The early 20th century saw significant change in Bonavista’s social and economic structure, and in the landscape. With title or no room along the shoreline for new fishing plantations – a problem from the early 19th century – people began to build houses and outbuildings on land well back from the water, making use of narrow paths which eventually became laneways and roads threading in every direction across marshes and over hills.
Throughout the town, you will still find many of these brightly painted clapboard fishermen’s houses and outbuildings, with their steep gable roofs – the predominant form – but others have low gable, hipped, and saltbox roofs. The fishermen’s stores and twine lofts are numerous because independent planters continued to prosecute Bonavista’s shore fishery over the centuries, and they needed storage space for their gear, salt, and fish.
In this period, smaller-scale merchants or traders and shopkeepers found specialized niches in both the traditional barter system and the burgeoning cash economy which began to emerge in this era. With no space for new businesses along the harbour-front, by 1900 they began to establish on adjacent Church Street. This had always been and institutional area for churches, schools and halls and was increasingly becoming a residential area for a middle class of merchants, traders, captains, clerks, clergy, physicians, teachers and artisans who did not require waterside premises.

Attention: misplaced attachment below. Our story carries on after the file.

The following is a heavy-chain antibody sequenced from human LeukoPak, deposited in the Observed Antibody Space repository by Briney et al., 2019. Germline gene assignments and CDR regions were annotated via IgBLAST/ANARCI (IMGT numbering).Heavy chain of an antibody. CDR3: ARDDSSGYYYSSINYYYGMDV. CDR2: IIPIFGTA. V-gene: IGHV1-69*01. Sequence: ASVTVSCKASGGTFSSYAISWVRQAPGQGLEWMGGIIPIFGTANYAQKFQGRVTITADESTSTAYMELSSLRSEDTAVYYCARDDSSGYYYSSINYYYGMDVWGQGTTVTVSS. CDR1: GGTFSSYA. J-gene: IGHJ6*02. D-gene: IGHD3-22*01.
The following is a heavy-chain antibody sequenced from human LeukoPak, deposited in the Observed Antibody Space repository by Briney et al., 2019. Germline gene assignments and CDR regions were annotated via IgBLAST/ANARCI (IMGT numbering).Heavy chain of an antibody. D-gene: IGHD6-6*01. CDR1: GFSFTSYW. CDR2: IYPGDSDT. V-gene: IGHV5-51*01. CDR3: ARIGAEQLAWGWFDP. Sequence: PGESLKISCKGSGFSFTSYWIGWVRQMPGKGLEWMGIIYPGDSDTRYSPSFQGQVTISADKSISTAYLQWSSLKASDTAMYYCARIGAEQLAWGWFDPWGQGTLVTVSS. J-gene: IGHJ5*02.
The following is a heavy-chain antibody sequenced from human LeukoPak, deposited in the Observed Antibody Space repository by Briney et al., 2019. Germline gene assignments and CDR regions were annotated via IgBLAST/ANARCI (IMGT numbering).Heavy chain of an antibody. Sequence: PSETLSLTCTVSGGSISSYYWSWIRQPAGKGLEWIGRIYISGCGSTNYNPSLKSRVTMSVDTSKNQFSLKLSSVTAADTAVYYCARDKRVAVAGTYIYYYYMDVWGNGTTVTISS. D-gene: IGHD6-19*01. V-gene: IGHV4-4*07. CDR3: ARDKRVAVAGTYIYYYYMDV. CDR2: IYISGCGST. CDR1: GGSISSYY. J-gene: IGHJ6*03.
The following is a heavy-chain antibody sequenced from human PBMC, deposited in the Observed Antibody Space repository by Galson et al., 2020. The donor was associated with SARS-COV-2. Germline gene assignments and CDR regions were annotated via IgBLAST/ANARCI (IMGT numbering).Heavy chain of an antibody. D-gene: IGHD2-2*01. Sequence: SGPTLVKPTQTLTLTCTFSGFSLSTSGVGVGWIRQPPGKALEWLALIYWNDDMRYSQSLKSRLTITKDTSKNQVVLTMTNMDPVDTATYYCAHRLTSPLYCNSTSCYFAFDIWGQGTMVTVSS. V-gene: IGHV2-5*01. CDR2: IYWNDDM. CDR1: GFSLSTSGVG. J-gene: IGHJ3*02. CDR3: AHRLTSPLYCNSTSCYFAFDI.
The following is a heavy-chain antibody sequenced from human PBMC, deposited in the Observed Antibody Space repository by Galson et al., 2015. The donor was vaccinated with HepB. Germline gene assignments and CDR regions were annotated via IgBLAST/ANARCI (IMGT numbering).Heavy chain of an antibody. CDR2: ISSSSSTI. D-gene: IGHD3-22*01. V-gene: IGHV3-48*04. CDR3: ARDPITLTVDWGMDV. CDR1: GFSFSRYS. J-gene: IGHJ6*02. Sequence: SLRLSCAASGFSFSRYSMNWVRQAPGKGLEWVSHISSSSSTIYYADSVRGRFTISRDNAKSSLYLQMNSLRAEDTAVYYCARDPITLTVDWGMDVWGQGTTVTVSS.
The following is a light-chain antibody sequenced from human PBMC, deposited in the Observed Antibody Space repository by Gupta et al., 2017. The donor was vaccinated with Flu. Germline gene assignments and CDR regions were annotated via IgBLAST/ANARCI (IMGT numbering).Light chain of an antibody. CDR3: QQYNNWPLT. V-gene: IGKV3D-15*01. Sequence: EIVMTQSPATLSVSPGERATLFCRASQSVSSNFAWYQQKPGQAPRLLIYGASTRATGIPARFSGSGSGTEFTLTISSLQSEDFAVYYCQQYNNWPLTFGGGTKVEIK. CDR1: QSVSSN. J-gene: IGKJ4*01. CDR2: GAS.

Today, Church Street and the Harbour remain the central areas of the town. Although many of the larger houses have disappeared, Church Street retains much of its historic character, with the 20th century commercial buildings squeezed in next to or in front of older houses, and there are several superb examples of brightly-coloured mercantile structures along the Harbour, especially the seven buildings which make up the Ryan Premises National Historic Site, including the shop, office, fish stores, proprietor’s house and staff houses.
As you tour Bonavista, you’ll see some of the most important historic landmarks in Newfoundland, meet some of the most fascinating characters in the island’s history, and gain a true appreciation of who we are as a people, not only in Bonavista, but throughout the eastern portion of Newfoundland.
A few years ago the Bonavista Historic Townscape Foundation – in partnership with the Town of Bonavista and other community groups – launched a major Townscape development project to help revitalize a portion of Church Street and to stimulate new business activity there. This initiative combined with an incentives program for property owners to restore heritage structures has made a tremendous visual impact on the Town, enhancing the pedestrian experience.